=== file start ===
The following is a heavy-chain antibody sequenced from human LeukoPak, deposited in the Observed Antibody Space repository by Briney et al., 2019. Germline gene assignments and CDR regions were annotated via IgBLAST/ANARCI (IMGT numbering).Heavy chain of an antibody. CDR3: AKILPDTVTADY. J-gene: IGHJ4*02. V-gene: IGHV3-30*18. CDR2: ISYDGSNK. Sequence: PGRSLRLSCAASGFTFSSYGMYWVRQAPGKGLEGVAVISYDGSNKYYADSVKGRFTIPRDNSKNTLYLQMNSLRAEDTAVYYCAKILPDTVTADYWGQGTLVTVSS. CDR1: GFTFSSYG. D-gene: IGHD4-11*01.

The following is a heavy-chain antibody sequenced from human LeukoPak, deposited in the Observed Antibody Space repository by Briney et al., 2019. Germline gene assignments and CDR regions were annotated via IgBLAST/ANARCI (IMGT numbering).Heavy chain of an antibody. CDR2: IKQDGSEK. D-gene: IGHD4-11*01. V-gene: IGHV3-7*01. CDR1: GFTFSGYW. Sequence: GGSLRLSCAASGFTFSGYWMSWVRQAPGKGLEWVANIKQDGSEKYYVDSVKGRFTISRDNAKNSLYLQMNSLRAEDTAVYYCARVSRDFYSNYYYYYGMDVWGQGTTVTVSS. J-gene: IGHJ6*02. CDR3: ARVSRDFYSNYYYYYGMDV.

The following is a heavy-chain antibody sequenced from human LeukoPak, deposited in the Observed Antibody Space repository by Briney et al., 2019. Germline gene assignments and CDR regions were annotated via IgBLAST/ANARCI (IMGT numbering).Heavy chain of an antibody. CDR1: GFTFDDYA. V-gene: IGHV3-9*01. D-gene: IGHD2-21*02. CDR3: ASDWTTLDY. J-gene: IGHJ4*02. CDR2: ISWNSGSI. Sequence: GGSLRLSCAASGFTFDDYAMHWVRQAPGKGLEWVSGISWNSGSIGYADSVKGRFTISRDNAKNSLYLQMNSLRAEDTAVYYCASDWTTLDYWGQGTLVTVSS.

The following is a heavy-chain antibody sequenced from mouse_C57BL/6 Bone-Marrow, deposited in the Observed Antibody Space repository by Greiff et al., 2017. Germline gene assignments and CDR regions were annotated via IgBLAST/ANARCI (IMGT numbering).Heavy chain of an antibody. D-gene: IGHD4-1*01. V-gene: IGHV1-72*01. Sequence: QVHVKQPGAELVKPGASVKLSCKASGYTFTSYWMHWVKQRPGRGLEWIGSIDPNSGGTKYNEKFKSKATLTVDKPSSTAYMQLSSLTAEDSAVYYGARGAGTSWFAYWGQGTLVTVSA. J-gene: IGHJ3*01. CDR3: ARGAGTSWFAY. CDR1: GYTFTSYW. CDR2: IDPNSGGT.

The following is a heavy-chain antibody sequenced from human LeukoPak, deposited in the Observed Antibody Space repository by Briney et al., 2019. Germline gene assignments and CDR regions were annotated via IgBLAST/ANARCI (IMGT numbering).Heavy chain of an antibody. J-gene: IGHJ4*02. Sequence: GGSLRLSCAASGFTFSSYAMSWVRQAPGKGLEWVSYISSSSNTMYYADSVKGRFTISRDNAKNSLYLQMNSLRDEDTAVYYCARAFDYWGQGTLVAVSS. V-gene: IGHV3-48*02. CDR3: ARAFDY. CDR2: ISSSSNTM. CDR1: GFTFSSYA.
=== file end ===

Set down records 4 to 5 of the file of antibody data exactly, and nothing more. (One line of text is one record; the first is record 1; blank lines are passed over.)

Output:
The following is a heavy-chain antibody sequenced from mouse_C57BL/6 Bone-Marrow, deposited in the Observed Antibody Space repository by Greiff et al., 2017. Germline gene assignments and CDR regions were annotated via IgBLAST/ANARCI (IMGT numbering).Heavy chain of an antibody. D-gene: IGHD4-1*01. V-gene: IGHV1-72*01. Sequence: QVHVKQPGAELVKPGASVKLSCKASGYTFTSYWMHWVKQRPGRGLEWIGSIDPNSGGTKYNEKFKSKATLTVDKPSSTAYMQLSSLTAEDSAVYYGARGAGTSWFAYWGQGTLVTVSA. J-gene: IGHJ3*01. CDR3: ARGAGTSWFAY. CDR1: GYTFTSYW. CDR2: IDPNSGGT.

The following is a heavy-chain antibody sequenced from human LeukoPak, deposited in the Observed Antibody Space repository by Briney et al., 2019. Germline gene assignments and CDR regions were annotated via IgBLAST/ANARCI (IMGT numbering).Heavy chain of an antibody. J-gene: IGHJ4*02. Sequence: GGSLRLSCAASGFTFSSYAMSWVRQAPGKGLEWVSYISSSSNTMYYADSVKGRFTISRDNAKNSLYLQMNSLRDEDTAVYYCARAFDYWGQGTLVAVSS. V-gene: IGHV3-48*02. CDR3: ARAFDY. CDR2: ISSSSNTM. CDR1: GFTFSSYA.